No, the skill sets are not too separate at all. As others have indicated knowledge of AD, group policy, authentication protocols, programming, the fundamentals of database design and querying are all important and make you both more effective as a DBA and more marketable. Also, ignore your knowledge of storage, it's configuration, and performance at your peril. In my experience, storage is often ignored and often a crippling bottleneck.
Knowledge of the mechanics of the client-server application paradigm (if you will) help make you more effective in support of your employers resources. For instance, being able to advise the app team that looping over a query vs. querying all the rows they need at once is generally a poor idea and why. Even something as simple as advising on the configuration of a connection string can be of tremendous value.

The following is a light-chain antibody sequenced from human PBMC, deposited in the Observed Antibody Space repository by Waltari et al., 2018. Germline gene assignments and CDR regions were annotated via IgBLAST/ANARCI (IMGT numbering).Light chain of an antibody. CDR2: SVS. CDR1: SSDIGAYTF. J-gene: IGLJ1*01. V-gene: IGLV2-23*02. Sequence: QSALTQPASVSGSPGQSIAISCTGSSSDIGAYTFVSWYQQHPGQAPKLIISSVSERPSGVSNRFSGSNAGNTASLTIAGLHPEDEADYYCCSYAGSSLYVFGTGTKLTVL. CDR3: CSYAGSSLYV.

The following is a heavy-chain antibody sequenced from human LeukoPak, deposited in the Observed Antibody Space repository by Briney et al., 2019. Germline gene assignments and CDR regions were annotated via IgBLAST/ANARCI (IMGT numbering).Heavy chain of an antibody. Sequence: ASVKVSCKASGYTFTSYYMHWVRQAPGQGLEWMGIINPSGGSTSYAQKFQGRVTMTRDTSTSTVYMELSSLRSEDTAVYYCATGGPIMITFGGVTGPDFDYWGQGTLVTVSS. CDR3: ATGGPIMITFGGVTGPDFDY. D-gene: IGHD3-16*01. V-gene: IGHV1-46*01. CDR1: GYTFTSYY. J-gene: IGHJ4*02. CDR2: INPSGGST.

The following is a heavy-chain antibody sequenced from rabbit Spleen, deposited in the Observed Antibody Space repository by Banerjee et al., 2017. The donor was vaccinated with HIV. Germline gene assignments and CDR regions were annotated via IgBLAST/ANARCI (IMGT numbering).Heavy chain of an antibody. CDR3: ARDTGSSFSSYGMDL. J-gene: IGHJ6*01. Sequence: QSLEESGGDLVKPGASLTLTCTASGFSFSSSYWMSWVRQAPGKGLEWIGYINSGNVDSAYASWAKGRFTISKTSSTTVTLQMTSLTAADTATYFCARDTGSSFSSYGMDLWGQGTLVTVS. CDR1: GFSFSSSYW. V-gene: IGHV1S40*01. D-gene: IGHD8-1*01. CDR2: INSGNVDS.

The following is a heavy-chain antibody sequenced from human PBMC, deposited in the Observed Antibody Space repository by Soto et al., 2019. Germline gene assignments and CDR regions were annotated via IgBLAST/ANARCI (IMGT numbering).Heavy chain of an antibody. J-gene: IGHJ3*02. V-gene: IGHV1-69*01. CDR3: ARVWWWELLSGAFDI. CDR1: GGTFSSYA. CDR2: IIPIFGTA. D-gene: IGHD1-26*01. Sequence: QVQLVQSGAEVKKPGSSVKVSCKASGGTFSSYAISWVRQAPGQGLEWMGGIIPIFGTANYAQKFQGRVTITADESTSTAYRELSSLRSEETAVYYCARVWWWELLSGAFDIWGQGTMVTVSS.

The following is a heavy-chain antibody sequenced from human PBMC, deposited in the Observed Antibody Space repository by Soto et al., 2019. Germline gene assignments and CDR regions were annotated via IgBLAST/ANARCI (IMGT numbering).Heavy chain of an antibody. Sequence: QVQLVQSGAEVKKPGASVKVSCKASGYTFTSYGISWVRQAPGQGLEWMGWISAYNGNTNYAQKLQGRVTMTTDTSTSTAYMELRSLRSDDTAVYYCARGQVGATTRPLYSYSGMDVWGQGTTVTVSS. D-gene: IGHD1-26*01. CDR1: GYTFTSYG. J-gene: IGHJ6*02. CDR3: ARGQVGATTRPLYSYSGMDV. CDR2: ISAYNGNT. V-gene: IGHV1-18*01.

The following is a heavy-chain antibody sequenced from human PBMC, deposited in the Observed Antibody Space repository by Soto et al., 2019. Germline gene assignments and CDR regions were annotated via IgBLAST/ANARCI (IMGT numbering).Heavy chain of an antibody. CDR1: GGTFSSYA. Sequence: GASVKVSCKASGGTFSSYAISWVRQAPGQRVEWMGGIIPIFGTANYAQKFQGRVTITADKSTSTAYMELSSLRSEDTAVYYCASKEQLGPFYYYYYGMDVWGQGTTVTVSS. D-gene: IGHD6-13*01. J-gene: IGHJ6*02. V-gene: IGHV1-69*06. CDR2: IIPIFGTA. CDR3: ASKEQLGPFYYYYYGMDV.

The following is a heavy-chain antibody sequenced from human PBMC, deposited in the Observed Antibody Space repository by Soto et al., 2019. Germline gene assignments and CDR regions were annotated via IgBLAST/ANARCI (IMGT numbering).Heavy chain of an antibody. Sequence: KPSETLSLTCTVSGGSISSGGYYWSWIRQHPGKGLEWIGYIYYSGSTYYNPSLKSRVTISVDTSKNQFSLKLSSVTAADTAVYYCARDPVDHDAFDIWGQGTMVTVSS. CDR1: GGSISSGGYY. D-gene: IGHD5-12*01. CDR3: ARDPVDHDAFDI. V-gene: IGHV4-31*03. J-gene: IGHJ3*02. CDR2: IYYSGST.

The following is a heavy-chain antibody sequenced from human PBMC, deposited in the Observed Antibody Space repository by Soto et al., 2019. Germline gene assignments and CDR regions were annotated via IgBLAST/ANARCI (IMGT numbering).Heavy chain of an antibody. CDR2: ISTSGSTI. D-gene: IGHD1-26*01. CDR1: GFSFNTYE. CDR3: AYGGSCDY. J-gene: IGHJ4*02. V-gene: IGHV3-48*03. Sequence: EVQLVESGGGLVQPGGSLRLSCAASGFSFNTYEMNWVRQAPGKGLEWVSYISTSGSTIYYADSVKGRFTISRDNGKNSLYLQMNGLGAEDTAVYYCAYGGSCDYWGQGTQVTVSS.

You also need to be able to explain to Sr. System Admins, storage admins, etc., in clear terms what your db server needs in terms of resources and configuration and why. Knowledge in these areas only aids you in this. For example, in many cases, the storage team will not know how to configure disks for SQL Server. You need to be able to tell them how and justify it.
When interviewing at my current employer the statement that "you're also a Windows Admin" was explicitly made in terms of a benefit to the organization. That skill (and many others) only make you more valuable and certainly do not diminish you or are a waste of your time.